A pumping device has to combat its own inertia, it requires more moving parts, and it generates friction on more surfaces (at least if it has a crankshaft). A spinning device however, is mechanically simpler and can keep on spinning under its own inertia.
      T1Oracle
  • RE: New pulseless total artificial heart

    GreatIdea PerfectTheHeart FocusOnNextThingThatFails GetCompleteAndroid ThenBackToTheHeart.IndustryForever-TheAmericanWay OrJustTreatTheNaturalHeartBetter?
    cary@...
  • RE: New pulseless total artificial heart

    I have a gut feeling that the amount of hydraulic pressure required to ensure circulation would be like having a severe case of hypertension/ high blood pressure and would probably kill you in short order.
    I also envision excruciating pain if the pumps got out of sync or if one failed/clogged while the other one continued to exert pressure.
    jjourard
  • RE: New pulseless total artificial heart

    Sometimes in the mid 60s surgeons of the University of Hanover/Germany, I believe, tried the non-pulsating serum circulation and failed miserably.
    The conclusion at the time was that pulsating serum was required to - forgive me the common language - 'shake lose' waste products that otherwise would remain in certain organs, the liver and kidney for example.
    marc_90292@...
  • RE: New pulseless total artificial heart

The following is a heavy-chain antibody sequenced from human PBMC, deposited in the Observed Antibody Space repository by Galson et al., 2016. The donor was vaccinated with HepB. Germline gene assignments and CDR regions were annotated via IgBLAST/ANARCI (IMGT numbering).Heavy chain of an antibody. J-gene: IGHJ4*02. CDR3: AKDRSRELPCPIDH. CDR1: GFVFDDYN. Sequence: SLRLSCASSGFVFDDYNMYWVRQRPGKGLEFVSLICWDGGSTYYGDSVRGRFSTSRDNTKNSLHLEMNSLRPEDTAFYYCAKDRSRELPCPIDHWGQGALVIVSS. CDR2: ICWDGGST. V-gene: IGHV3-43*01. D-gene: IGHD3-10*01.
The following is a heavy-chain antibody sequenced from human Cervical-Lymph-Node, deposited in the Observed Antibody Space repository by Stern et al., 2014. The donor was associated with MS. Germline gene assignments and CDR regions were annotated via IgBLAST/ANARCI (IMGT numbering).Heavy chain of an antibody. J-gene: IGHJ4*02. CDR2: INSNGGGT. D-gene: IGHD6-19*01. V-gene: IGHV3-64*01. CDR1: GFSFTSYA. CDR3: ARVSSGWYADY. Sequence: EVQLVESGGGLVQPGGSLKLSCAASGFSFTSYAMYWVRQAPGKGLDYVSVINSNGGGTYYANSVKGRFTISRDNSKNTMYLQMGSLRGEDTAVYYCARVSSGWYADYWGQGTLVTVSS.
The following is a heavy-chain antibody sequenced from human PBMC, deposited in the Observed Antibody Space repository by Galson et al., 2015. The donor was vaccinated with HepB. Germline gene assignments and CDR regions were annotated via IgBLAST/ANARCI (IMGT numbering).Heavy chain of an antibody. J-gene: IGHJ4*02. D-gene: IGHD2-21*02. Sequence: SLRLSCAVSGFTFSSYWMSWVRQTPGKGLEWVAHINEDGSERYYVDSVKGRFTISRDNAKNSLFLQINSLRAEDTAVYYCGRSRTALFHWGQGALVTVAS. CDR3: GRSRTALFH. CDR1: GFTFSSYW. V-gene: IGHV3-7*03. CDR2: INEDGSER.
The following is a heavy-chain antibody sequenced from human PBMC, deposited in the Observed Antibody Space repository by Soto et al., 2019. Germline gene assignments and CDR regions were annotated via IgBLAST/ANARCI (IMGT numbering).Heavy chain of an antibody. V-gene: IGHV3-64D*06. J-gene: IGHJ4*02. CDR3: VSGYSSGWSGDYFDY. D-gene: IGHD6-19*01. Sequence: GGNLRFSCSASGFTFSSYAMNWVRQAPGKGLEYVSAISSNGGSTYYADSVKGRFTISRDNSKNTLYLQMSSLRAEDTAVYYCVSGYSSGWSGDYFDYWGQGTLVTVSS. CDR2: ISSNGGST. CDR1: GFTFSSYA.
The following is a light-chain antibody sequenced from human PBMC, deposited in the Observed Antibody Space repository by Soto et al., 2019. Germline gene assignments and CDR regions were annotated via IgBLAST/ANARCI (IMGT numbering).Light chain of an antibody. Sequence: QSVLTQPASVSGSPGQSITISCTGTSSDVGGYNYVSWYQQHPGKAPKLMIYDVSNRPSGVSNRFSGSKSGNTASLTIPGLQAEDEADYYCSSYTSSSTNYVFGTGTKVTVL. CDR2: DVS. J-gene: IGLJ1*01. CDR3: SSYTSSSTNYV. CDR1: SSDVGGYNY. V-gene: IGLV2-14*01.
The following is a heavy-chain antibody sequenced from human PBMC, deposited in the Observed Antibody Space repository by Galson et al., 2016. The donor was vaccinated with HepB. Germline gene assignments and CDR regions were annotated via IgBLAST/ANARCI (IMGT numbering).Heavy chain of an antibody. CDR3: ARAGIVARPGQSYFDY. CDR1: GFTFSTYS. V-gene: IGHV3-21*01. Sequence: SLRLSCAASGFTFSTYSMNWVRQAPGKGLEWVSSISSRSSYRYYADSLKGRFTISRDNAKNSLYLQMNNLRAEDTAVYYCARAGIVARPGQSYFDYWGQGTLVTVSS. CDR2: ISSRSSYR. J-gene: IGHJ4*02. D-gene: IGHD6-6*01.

The whole circulatory system pulses - it's a very necessary part of how arteries work. I suspect that the new continuous flow devices will have severe negative effects on the arteries and veins - especially on no-longer-pumping atreries, and on the valved veins of of the lower limbs.

    Rob
    Manzoni
    • and another thing

      Arteries have their own pulse; they expand and contract in response to the pulsation of pressure from the heart. Like a resonating muffler, this increases system efficiency, especially when combined with the anti-backwash effects of the vein valves. The body has evolved intimately connected to a pulsating system. How quickly will the blood transport system deteriorate with the pulsation stilled and the valves continuously open?
      Geedavey
  • RE: New pulseless total artificial heart

    Beyond the obvious, that pulsing is indeed necessary for the body to function properly, think about breathing - maybe they will just start blowing air through the lungs. That doesn't work either!
    daniels.d@...
  • RE: New pulseless total artificial heart